In 1990, color matrix boards were installed on the scoreboard; these were replaced by four Sony JumboTron video walls three years later, when the matrix boards were placed in the corners of the fascia. In 2006, LED video screens replaced the JumboTrons. The screens debuted November 22, 2006, when the Red Wings played the Vancouver Canucks. That same day, the arena's West Entrance was named the "Gordie Howe Entrance" in honor of the legendary Red Wing player, and a bronze statue of Howe was placed inside the entrance.

Other uses[edit]

Joe Louis Arena was the site of the 1980 Republican National Convention where Ronald Reagan was nominated as the Republican candidate for President of the United States.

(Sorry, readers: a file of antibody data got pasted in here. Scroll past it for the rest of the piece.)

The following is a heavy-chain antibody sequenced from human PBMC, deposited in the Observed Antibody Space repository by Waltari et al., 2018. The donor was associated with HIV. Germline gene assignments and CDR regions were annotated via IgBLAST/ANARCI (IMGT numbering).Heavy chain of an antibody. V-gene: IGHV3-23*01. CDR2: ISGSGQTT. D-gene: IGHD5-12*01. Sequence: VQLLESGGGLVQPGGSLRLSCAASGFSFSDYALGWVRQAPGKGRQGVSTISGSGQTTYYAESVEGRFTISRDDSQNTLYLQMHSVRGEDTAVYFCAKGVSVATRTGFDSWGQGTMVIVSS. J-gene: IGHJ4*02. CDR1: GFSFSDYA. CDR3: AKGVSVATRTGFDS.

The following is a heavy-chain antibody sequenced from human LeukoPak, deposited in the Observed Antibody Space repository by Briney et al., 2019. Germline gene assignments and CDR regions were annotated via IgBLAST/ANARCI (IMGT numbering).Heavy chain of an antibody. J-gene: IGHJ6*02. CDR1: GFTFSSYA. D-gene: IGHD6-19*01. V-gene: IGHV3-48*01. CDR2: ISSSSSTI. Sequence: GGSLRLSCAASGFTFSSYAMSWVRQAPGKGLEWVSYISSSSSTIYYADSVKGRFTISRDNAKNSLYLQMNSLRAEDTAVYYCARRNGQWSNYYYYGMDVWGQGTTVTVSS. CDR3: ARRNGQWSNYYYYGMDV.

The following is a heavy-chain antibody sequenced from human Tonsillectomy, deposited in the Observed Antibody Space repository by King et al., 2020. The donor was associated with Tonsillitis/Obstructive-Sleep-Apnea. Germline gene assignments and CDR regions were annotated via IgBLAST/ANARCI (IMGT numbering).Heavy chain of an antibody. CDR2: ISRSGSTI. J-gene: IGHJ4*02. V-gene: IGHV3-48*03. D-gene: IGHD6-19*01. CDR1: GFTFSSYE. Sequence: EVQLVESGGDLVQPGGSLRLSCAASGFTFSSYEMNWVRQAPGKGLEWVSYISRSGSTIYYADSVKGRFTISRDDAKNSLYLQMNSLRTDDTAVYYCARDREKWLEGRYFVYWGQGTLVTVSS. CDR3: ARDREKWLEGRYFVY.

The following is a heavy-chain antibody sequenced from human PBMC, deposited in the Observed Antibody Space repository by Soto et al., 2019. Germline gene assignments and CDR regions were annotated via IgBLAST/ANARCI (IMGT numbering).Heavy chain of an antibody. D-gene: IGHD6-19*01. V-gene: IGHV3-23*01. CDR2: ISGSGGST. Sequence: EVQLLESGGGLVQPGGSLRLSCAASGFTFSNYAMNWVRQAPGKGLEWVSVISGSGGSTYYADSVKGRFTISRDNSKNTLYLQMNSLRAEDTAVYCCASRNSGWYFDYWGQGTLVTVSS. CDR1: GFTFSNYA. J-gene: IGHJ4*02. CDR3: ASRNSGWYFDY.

In 1995, the Detroit Junior Red Wings won the Ontario Hockey League's J. Ross Robertson Cup, defeating the Guelph Storm.

Joe Louis Arena hosts college hockey events as part of College Hockey at The Joe and Great Lakes Invitational.

The Detroit Pistons of the NBA used the arena for Game 5 of their 1984 playoff series against the New York Knicks when the Pontiac Silverdome was unavailable due to a scheduling conflict. In the game, Pistons star Isiah Thomas scored 16 points in the final 1:34 of regulation to send the game into overtime before the Pistons lost. The Pistons were forced to return to Joe Louis Arena for 15 games during the 1984–85 season, after the roof of the Silverdome collapsed during a snowstorm.

Joe Louis Arena was the site of the decisive Game 5 of the 2006 WNBA Finals between the Sacramento Monarchs and Detroit Shock on September 9, due to The Palace of Auburn Hills (the Shock's usual home arena) already being used for a Mariah Carey concert on the same day. The Shock won the game 80–75 to clinch the championship.